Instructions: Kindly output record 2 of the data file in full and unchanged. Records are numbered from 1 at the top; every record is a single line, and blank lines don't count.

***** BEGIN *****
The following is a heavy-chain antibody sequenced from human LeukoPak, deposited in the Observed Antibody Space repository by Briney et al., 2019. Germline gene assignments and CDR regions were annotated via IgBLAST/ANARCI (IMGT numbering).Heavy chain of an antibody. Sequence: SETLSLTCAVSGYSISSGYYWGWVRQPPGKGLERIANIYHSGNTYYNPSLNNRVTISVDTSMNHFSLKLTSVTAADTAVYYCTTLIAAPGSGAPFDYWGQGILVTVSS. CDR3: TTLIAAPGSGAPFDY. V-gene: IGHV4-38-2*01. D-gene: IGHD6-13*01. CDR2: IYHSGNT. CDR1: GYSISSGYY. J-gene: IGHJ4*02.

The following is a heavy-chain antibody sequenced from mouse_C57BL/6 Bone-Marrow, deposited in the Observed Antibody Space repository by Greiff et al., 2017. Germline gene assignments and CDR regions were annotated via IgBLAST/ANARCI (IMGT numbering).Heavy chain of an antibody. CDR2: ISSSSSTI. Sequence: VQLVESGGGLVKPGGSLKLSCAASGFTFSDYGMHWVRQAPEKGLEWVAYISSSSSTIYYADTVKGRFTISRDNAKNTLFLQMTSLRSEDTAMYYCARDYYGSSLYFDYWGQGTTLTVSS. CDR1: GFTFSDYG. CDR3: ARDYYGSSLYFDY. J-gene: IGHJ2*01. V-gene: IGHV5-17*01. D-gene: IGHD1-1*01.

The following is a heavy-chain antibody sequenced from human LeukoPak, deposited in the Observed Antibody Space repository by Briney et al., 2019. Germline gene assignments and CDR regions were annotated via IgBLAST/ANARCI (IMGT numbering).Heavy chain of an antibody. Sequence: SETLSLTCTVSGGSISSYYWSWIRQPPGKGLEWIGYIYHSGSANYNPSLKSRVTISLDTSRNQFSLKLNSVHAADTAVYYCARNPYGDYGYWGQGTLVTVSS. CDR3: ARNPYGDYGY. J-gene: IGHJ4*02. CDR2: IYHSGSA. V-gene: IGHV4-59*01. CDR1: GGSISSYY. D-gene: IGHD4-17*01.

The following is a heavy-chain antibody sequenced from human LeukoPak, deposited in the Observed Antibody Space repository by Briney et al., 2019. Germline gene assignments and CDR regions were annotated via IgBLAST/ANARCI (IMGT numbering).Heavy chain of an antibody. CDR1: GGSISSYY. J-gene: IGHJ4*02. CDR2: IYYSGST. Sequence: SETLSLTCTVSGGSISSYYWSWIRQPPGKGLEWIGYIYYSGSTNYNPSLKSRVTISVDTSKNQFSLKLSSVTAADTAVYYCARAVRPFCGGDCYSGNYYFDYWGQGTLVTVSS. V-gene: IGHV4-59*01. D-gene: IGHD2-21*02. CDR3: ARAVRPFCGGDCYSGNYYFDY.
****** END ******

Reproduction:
The following is a heavy-chain antibody sequenced from mouse_C57BL/6 Bone-Marrow, deposited in the Observed Antibody Space repository by Greiff et al., 2017. Germline gene assignments and CDR regions were annotated via IgBLAST/ANARCI (IMGT numbering).Heavy chain of an antibody. CDR2: ISSSSSTI. Sequence: VQLVESGGGLVKPGGSLKLSCAASGFTFSDYGMHWVRQAPEKGLEWVAYISSSSSTIYYADTVKGRFTISRDNAKNTLFLQMTSLRSEDTAMYYCARDYYGSSLYFDYWGQGTTLTVSS. CDR1: GFTFSDYG. CDR3: ARDYYGSSLYFDY. J-gene: IGHJ2*01. V-gene: IGHV5-17*01. D-gene: IGHD1-1*01.